The Morrow Saga, Book Three: Laughing, Chapter One

1952 started off with the realization that what had been was now no longer. The world had inexorably changed and left Natalia stranded. Everything had grown darker. Daddy was now embroiled in a battle to save his business and his reputation. Part of this battle was also to keep the family together. He struggled to prevent their being shipped off piece by piece.

At eleven, Natalia had grown more serious about boys. The year before, she had seen them as mere toys. Now, they were a source of comfort in these dark times. Tobias, her heart’s desire, had taken a backseat to those who were more attainable. For the time being, she had settled a bit and had begun to mature more.

Hormones, though rampaging through her adolescent body, were kept in check. She was curious about the changes she was feeling, but not so curious as to rush into something she would regret. Still emotionally shaky, emotionally immature, She still tended to have small outbursts. But she was still in the last years of her childhood, that gray area where childhood gave way to adolescence, and life took her a simple step away from the teen years, and she was having trouble wrapping herself around these changes. In one breath, she was excited and impatient about being a teen. In the other, she was scared of all these changes that were happening to her body.

Television was no longer as important as a source of entertainment. It still had its place in her life, but she no longer cared so much about it.The shows she had enjoyed as a child now seemed, well, childish and too simplistic. The shows daddy and the others enjoyed were not as interesting to her as they were to them.

Movies still played a big part of her life. Marilyn Monroe was still her idol. She still wanted to be a movie star. At the same time, she wanted to be a millionaire.

But music had suddenly entered her world.  Not the music that had defined her. Not the jazz or pop music that her father loved. But  doowop had entered her life, as had the emerging rockabilly music. Its popularity was still a ways off, but she had already fallen in love with it.It brought a freshness to her world that left all the other styles feeling a bit stale and old.

Bill Haley and his Saddle Men had begun a sound that made a young girl want to dance.  It cast spells upon the heart and made the imagination run wild. Always counter to the rest, Natalia found in doowop a music style that spoke of romance and heartbreak, while rockabilly spoke to the rebel in her.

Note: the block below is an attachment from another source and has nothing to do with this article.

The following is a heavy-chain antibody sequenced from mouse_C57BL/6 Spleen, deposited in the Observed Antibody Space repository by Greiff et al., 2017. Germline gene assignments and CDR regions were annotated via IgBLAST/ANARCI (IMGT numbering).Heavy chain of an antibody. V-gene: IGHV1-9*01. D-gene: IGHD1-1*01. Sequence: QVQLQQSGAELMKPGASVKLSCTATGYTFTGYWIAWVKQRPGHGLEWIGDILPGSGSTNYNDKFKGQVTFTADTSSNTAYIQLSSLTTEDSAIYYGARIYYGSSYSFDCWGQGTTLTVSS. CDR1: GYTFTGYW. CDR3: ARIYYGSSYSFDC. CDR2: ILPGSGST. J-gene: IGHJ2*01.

By August, Natalia had grown less nervous about the changes, though they still kept her off balance. School was about to start, but in the first week, It was time for the state fair. This meant She would soon be enjoying the carnival rides and the game booths. The animals were fine, as were the arts and crafts, but they were not her cup of tea.

Still, the fair was the one time where she had daddy all to herself. Mama always went with Shasta to see the animals and the other stuff.  It was just the way it was. Sure, they came together for some of the activities, but not the rides. Or the animals, crafts, and arts.

She found it odd, however, that there were no people like Marty or Danni. Everyone was just like her. Well, not exactly. But there were no–people of color. At least not that she could tell. She found this both curious and a touch offensive. She had grown up, so far, being taught that there really wasn’t any difference-beyond color of skin-between her and those who were like her cousins. To not see people like them at the fair was, well, alarming.

For the first time, she was beginning to see the world around her. She saw the lack of diversity in the environment that was the fair. She felt that there was something very wrong. Or, at least, very different. And this perplexed her.

She looked up at her father. “Daddy?”

He looked down at her, though not that far since she was almost 5’6″, and smiled at her. “Yes, Princess?”

She frowned. “Why are there no people like Marty and Danni here?”

His smile became a bit crooked. “Well, Honey, there are those who believe that there should be no Negros where the whites go. It’s called segregation. Though you and I do not believe in such a thing, it is a law and so there is no mingling of whites and blacks.”

She wrinkled her nose. “That’s stupid. I think I will help change that when I become an adult. There shouldn’t be a law that is so–” she paused to find the word. “Wrong.”

He chuckled. “I sure hope so, Honey. If things don’t change soon, this country may not last. We can’t stand divided and still call ourselves the “United” States, now can we? After all,we’re all the same when the lights go off. We all have the same fears, hopes, and dreams. We all cry when we’re sad, we all feel anger when wronged. We’re all men and women. There really isn’t a difference. Color means nothing.”

She grew quiet as they headed for the Ferris wheel. For the first time, she was seeing the true world. She no longer had blinders on that hid the real world and what she was seeing had begun to disturb her. She hoped that she could lose herself at the Ferris wheel. There was no feeling like the one she got when she rose fifty feet into the  air, first car by car, then slowly as it rotated one or two complete turns.  The only thing that could beat that would be the roller coaster.

Of course there were other rides, and she would ride them all, but the Ferris wheel and the roller coaster were going to be the highlights of her Saturday. After that, she would terrorize the game booth operators. She smiled. She couldn’t wait. the discussion she had just had with her father had temporarily been forgotten.

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